Autism can make children either over or under sensitive to smells.  Washing powder, deodorant, air fresheners and perfumes introduce lots of different smells that may cause problems for those with ASD.  Try working out which smells cause reactions by playing smelling games and avoid the problem scents.  When they’re working in the classroom, are smells from the school kitchen overpowering?   If their behaviour changes around lunchtime, it may be worth looking at what school could do to help this situation.


SEND and sound

Low-level noises like the hairdryer, a buzzing fluorescent light or a humming fridge go mainly unnoticed but some children may find these sounds overpowering and relentless. Responses to particular noises often give you a clue as to what the stressor is, but some are harder to detect.  Try tuning in to your child’s reactions and behaviour and look for possible triggers.  Sounds are interpreted in many ways, from the distracting and annoying, to the absolute painful.  Warn your child that you’re about to use the vacuum cleaner if they’re near you and gradually expose them to sounds in a controlled way eg: stay for a limited time at a firework display. 

Having a pop-up tent/den under a desk with a blanket cover may help to reduce stress by offering a quiet place for your child to retreat to.  Earplugs or ear defenders may help block out the noise around them and help them to focus or cope with distractions whilst they work.  Talk to your child’s teacher about what can be done to prepare them for when there’s a fire drill and the bell rings loudly!


Reaction to touch depends on your child’s needs.  Some don’t like to be touched at all, yet others need a bear hug, giving them pressured feedback.  Children who like a ‘firm’ touch may find a weighted blanket, vest or jacket helpful for comfort or relaxation.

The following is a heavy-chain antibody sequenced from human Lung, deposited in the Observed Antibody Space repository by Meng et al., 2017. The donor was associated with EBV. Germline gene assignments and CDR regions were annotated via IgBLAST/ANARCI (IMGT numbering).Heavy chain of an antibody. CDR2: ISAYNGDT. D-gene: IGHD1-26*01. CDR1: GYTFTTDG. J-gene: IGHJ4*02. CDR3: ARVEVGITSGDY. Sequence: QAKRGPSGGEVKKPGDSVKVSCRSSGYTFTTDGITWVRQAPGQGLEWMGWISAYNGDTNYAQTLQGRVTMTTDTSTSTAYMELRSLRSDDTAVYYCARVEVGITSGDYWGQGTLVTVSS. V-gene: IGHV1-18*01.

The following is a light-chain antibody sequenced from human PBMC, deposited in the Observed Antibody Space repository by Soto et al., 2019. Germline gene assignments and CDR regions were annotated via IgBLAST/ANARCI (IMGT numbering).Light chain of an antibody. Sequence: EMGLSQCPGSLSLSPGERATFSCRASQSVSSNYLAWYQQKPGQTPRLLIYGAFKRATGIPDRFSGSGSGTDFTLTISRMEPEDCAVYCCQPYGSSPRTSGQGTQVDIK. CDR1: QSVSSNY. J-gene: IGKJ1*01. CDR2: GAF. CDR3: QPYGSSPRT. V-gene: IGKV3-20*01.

If they want personal space without touch, this should be respected.  Make sure that friends, family, school and care providers are aware of this need too. 

Removing uncomfortable clothing labels often helps and look out for textures of fabric that may cause distress or make them too warm. 

In school, children often sit closer together.  Maybe your child finds having another body near them upsetting?  Maybe they like the closeness of another child and tend to lean on them for sensory feedback?  To help children determine their own space on the carpet, a mat or ‘spot’ can sometimes be used in the classroom. 

Environmental Change

Awareness of how the environment affects us all is increasing. For instance, cinemas and theatres now offer scheduled showings for customers with special needs so they can enjoy the show maybe without loud bangs, flashing lights or irritating smells. It’s impossible to meet everyone’s specific needs but we know that happiness and anxiety is improved if we consider our environment and how others will react to it!

How can EdPlace help students with SEND?

Take a look at the EdPlace SEND hub for more advice on Autism, Anxiety and Foetal Alcohol Spectrum Disorder. EdPlace has a range of different accessibility features that can assist the learning of children that require access arrangements. There are many different ways that you can customise your screen to ensure that all of the differentiated EdPlace Maths, English and Science activities on our website are accessible for all.

For more information about sensory stimulation and resources visit:  - for sensory aids, weighted vests, blankets, ear defenders and more  - advice on sensory differences